The first historic train station in Jerusalem, founded 122 years ago, will reopen its doors
to the public in the spring of 2013. Located in Jerusalem’s Baka neighbourhood between
the road from Hebron to Bethlehem, the “First Station” is soon to become an entertainment venue.
Built in 1892, the station was the first railroad constructed in Palestine (then under
Ottoman rule). From that point on, the train travelled from Jerusalem to Jaffa and
continued to function until 1998. For the past 15 years, the old train station remained
abandoned which lead to damage, therefore qualifying it into the 110 building selected for preservation in Jerusalem.
The historic building will now reopen to the public as “The First Station”, a cultural
centre that is envisaged to host artistic events, exhibitions, and serve as a meeting point forl the people of Jerusalem to make their own. To this end, the space has accommodated areas for sport, culture and leisure.
The building’s original architectural design was heavily influenced by 19th century
European templar culture, thus the restoration of the station will allow for the centre to
become a significant tourist attraction. Original wagons and locomotives stationed at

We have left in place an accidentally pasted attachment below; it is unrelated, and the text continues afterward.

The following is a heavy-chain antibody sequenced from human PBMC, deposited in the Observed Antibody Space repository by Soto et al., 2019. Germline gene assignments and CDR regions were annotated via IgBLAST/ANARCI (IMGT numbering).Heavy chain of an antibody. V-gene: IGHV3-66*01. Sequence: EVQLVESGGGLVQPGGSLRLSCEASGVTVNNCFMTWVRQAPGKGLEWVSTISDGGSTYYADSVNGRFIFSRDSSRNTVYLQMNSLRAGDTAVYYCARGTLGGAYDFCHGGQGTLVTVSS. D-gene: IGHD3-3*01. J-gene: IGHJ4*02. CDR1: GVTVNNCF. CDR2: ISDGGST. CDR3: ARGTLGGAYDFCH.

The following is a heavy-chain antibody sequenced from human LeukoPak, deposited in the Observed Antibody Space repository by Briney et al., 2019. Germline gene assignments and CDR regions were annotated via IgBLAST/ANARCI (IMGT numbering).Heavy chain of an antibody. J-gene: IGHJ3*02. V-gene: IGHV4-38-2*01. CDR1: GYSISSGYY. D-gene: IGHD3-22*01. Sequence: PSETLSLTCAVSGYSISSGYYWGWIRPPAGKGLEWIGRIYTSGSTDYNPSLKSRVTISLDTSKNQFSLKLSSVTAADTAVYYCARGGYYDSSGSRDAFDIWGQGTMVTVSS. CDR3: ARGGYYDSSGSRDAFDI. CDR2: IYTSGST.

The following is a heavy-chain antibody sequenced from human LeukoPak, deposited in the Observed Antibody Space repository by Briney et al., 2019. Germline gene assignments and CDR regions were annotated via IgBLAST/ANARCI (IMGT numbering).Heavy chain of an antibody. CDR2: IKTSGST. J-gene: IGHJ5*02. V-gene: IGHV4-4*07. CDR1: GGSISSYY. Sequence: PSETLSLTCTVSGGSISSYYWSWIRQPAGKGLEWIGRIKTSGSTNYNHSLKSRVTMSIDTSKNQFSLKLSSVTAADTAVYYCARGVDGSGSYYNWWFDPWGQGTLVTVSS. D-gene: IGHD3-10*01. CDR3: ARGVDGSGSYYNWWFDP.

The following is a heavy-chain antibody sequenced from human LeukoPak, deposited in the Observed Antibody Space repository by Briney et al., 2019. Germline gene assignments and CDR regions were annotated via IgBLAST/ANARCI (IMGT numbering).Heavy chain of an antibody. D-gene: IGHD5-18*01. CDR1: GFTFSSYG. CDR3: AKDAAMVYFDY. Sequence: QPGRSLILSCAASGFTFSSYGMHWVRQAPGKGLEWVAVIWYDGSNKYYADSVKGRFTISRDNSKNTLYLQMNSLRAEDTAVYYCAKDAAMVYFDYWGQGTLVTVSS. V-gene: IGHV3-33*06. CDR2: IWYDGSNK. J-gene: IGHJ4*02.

the site will not leave the property boundaries, but will serve as museum pieces.
Additionally, the centre will have space dedicated to a traditional market as well as a
variety of cafes and restaurants (kosher and nonkosher) that will make the station accessible for tourists and locals alike to make the space an integral part of the neighborhood. The station is planned to contain an art gallery of 160 square meters which will also to be used as a small theatre. While the Old Terminal is destined to serve as a platform for Jerusalem art schools to show their work. The first exhibition is expected to open on April 25th 2013.
With an initial investment of 35 million NIS, the input of private investors is 15 million
NIS while the Jerusalem Municipality has invested 5 million NIS of its own on the
compound. The last 15 million NIS are invested by business owners in the form of
restoration work, design, and decorating business.
Although the land belongs to the state Israel, it is rented temporarily to private
entrepreneurs Avi Murdoch, Adi Talmor and Chemo Asaf, and Erez Navon for a period
of ten years. In 2023, the land will then be returned to Israel Railways. The investors
are committed to maintain and sustain the success of the compound, as it is an important
historical site located in the heart of the Jerusalem, a worldwide tourist attraction.
Published in: http://www.diplomacy.co.il